Have you tried tinyML platform cainvas (http://cainvas.ai-tech.systems/) for C++ ML models for MCUs?
No I haven’t. But I’ll check it out. Thanks for the pointer!
what file format does OpenCV use for model export? does it support a format like ONNX?
OpenCV can import/export models in an XML format (NOT related to ONNX). That’s nice because it’s human readable, but horribly inefficient.
Which sensor board is this? Thanks
The board in the presentation is one that my team developed around the i.MXRT1062 MCU from NXP Semiconductor. As far as I know, it’s not generally available. But if you would like a contact at NXP, please reach out to me at Mike.Stanley@ieee.org and I’ll put you in touch with someone from my old team. I’ll also note that the Arduino Nano 33 BLE Sense has a very nice sensor complement, as does the Clue board from AdaFruit.
do you recommend any model deployment methods to deploy your trained model on tiny platforms/MCU? It depends… I’ve written export scripts from Matlab that write models directly into compilable C. For the flow I showed, we did a bit of on-the-fly text editing to transform OpenCV XML into embeddable C strings which OpenCV conveniently has a function for reading. As noted above, that is horribly inefficient, but had the advantage of applying to all model types in OpenCV. We also intended (but hadn’t by the time I left) to implement an over-the-wire update process using that same XML.
Can you give us some insight into how your team gathered X-ray specific data without impacting board performance?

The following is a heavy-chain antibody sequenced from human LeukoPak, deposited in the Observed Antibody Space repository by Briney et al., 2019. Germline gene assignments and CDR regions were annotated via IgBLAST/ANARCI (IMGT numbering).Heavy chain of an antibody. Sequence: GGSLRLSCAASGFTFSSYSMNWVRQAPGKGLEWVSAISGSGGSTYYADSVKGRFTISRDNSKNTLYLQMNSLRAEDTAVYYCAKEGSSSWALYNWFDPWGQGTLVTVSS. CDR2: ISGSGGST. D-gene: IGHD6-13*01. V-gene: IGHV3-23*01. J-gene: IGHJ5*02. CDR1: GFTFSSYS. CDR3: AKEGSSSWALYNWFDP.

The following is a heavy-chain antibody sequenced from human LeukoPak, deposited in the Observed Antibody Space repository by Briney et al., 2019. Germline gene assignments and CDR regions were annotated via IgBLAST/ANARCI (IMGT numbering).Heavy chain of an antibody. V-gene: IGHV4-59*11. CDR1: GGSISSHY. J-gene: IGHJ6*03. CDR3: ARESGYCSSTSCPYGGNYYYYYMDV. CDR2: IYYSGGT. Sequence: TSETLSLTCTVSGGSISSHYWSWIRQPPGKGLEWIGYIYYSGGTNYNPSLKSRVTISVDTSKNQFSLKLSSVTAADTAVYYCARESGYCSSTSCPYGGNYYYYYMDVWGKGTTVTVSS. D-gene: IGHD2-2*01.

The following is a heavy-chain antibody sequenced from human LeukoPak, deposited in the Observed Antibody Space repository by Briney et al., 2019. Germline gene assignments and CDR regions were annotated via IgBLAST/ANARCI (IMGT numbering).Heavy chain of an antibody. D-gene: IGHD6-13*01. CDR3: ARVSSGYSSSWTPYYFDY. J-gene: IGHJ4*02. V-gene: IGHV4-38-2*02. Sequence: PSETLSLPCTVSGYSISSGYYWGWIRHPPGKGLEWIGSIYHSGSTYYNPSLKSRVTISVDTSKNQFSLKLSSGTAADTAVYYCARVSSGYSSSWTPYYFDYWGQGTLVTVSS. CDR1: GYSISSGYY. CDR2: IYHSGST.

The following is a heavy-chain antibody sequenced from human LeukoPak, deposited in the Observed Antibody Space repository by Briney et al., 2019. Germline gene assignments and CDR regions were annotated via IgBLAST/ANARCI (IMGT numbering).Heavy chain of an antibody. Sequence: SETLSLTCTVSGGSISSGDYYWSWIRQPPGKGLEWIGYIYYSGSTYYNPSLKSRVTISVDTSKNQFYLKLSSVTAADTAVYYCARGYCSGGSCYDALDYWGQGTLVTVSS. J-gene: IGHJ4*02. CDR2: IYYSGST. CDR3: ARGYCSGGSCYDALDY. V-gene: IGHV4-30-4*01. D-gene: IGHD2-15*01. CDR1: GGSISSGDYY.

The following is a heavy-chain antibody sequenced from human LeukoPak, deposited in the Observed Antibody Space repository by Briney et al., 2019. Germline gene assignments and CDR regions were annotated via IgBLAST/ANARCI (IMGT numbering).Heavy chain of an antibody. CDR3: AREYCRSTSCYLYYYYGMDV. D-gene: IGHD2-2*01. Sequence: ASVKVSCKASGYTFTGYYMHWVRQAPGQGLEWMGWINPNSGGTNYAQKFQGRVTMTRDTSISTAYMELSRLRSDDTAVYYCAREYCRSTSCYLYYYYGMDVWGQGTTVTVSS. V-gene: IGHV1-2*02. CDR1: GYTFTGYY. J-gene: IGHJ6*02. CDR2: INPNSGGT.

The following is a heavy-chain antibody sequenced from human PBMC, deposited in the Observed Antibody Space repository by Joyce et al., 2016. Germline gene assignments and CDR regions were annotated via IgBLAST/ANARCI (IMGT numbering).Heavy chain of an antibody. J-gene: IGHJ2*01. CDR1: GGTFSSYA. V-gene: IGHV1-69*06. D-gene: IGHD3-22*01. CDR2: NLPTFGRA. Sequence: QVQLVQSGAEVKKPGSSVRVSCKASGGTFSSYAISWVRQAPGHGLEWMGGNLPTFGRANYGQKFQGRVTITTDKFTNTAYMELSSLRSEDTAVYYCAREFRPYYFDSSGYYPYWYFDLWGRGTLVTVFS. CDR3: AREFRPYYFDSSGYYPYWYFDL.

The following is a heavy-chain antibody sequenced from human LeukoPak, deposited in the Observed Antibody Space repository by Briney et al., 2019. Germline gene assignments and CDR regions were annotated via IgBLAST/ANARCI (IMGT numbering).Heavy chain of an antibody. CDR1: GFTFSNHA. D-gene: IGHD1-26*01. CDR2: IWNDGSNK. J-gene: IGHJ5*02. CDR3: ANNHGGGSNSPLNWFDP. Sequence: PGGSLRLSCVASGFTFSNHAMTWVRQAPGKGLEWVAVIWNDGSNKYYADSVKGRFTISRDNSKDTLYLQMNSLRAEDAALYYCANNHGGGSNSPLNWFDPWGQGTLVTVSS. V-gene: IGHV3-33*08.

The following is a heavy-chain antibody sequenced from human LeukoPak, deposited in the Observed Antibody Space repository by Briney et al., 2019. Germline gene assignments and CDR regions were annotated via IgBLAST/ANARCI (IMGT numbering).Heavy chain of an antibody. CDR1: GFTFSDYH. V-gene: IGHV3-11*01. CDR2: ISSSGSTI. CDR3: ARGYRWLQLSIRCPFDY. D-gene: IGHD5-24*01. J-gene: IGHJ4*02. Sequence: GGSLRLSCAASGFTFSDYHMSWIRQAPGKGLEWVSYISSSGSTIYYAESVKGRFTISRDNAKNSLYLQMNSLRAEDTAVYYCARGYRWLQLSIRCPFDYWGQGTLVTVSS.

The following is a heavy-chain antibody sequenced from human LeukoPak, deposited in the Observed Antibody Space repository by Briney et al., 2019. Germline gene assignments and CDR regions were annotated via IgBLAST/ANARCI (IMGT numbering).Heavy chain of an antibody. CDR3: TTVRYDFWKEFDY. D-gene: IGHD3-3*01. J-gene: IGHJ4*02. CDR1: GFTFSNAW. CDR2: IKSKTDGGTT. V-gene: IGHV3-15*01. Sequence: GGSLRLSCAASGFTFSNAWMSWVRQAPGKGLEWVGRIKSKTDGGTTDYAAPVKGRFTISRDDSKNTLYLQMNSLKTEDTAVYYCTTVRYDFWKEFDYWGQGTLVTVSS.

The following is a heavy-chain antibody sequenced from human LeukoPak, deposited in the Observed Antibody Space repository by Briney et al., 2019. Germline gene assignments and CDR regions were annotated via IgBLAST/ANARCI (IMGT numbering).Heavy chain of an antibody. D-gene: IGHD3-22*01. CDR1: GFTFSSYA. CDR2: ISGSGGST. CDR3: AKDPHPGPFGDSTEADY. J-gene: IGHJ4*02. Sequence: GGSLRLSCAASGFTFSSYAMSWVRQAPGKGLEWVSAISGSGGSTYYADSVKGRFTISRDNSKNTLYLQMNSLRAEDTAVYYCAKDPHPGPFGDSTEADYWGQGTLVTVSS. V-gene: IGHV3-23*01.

There may have been a bit of performance hit, but I think it was pretty minor. FreeRTOS has some hooks in it for monitoring memory and we took advantage of those. Also ARM cores have a hardware timer built into them that we used to instrument instruction counts.
did you consider MXNet GluonCV?
No, we were specifically targeting classical machine learning techniques (vs deep learning).
bit.ly/deep-C is another choice better than TensorFlow micro.
No, I wasn’t aware of it. In looking at the Git repo, it looks like we started our project about 8 months earlier than the first commit of deep-C. The other thing I’ll point out is that the actual ML capability is a minor part of an overall project like this. We spent much more time on sensor drivers, communications, etc. That’s actually a key point of the presentation. ML advocates (and I am one) can get caught up in the ML component without realizing that all the “other stuff” will actually be what keeps them from getting a product to market. But thanks for the pointer to deep-C. I’ll check it out.
Do you believe that TinyML, could be integrated with Blockchain? So the node can mine too.
TinyML isn’t a library per sae, it’s more a concept. Lots of implementations could apply. That said, I don’t know enough about Blockchain to render an opinion.
For the applications you were building the kit for, did you easily run out of memory and computation resources to implement an ML algorithm?
We had to pay attention to it. We had at least ten sensors running concurrently on the board, simply servicing those took a lot of time and memory. It also matters whether you want to do in situ training, or off-line training. Generally, the model inferencing was the least of our concerns.
what are the typical code size requirements for tiny ml based algorithms
There’s code size and there’s data size. Both can kill you. My understanding is that the interpretor for TensorFlow Lite for MCUs can fit in 20K, but your model might easily take more. Part of the Tensflow Lite process is going through a quantization and trim step to reduce model size, so part of the answer relates to how well you do that. TinyML’s stated goal is to be able to run in very constrained hardware environments.
Our OpenCV implementation was much beefier. The libraries themselves took several hundred kB. We put an inexpensive external RAM on our board that essentially took care of memory considerations for that implementation.